Name your favorite writing periodical, instructor, or mentor and you'll find that among all the other gems handed to you is the advice to write a great opening line. If not opening line, then at least opening paragraph.
What makes a killer opening?
I'm trying to figure that out myself.
- Sets the tone for the book. Funny if the book is funny, gritty if the book is gritty. If you're writing something with a humorous slant and you can make the reader laugh at the first sentence, you've got the reader hooked.
- Sets the scene. Where are the characters? What are they doing? You'd be surprised at how many books start out with a sentence about the weather. It was a dark and stormy night... But in many stories, this actually works. I'm not saying not to start with the weather, but if you do, make sure it sets the mood and scene. A very good example of one that works is shown below, written by Andre Norton.
- Introduces the hero/heroine. Even better if you know or learn something about where the character is or what their initial obstacle is. Like a dead body in the trunk (see Victor Gischler's first line below...)
- Creates a question the reader has just got to get answered. Whose dead body? What happened? (Sorry. I seem to be mentioning a lot of dead bodies around here.) Or, the hero is in jail. How did he get there? Will he get out? There is one question, however, you don't want your reader to have: What the heck is going on or happening? If your reader just gets confused, it's not working. You want to provide enough information to let your reader understand the situation, but still leave that tantalizing question in their mind to keep them reading.
From Death of a Duchess
"From this very bed she was snatched!"
From Curtains for the Cardinal
"The Princess is dying. She can see no one."
From Poison for the Prince
"Have you come from the grave?"
These three openings are from mysteries set in the Italian Renaissance. They all three drag you right into the story. The first, because it immediately draws you in to find who was snatched, which is the first mystery element in the story. You also know they are in the bedroom (very bed) of the woman who was kidnapped. So this first sentence accomplishes a great deal. You know:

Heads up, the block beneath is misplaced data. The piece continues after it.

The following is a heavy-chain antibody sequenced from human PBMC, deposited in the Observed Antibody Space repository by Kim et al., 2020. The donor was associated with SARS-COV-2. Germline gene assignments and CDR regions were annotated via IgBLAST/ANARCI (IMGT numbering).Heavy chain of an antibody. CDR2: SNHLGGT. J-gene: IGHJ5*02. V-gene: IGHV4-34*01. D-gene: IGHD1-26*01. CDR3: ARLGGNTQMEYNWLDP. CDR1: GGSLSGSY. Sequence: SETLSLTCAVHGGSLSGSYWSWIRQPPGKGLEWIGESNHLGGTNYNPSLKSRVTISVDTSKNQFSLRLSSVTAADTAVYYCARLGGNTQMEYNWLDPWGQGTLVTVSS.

- A woman was kidnapped; and want to know who she is and why she was kidnapped
- You are located in a bedroom, and specifically, the kidnapped woman's bedroom
The second opening also gives you a tremendous amount of information in very few words. You know you are trying to gain entrance to see a Princess, and you know she is dying. You are set up to ask: Why is she dying? Is that why you're forbidden entrance, or is there some other dark purpose...
The third again draws you in immediately for the shock value. Who is the person being addressed and why were they assumed to be dead?
All of them make you want to read more. All of them have a economical style and wry humor that sets the tone of the story.
From Gun Monkeys
I turned the Chrysler onto the Florida Turnpike with Rollo Kramer's headless body in the trunk, and all the time I'm thinking I should've put some plastic down.
This is a suspense with a strong humorous element. This first sentence says it all. You know:
- The hero is driving a Chrysler, he's in Florida on the turnpike, with a dead guy in the trunk, so you also pretty much know the guy is a criminal.
- And you know the character normally plans ahead, and he's gotten into or is going to get into difficulties pretty soon because of that vaguely ominous statement: I should've put some plastic down...
- The dry wit firmly settles the reader into the tone of the book.
- And oddly enough, it's that self-deprecating, dry tone that makes you like the hero, even though he really is quite the violent bad boy...
That last point is important because it highlights something more than just writing a killer first line. The tone of the first line in this book is what makes the hero sympathetic (because it sure isn't his actions during the first few chapters). If it wasn't for that wry humor, many readers would dislike the main character. They may still dislike him, despite the sense of humor, but none-the-less, for many readers, it's the tone that makes the difference.
So in this book, that first line is doing an awful lot of work. It's setting the scene, introducing the first complications, setting the tone, introducing you to the hero, and convincing you to like the hero, all without the overt manipulation of adding things like a pet dog to try to make your hero or heroine sympathetic.
From Leave it to Psmith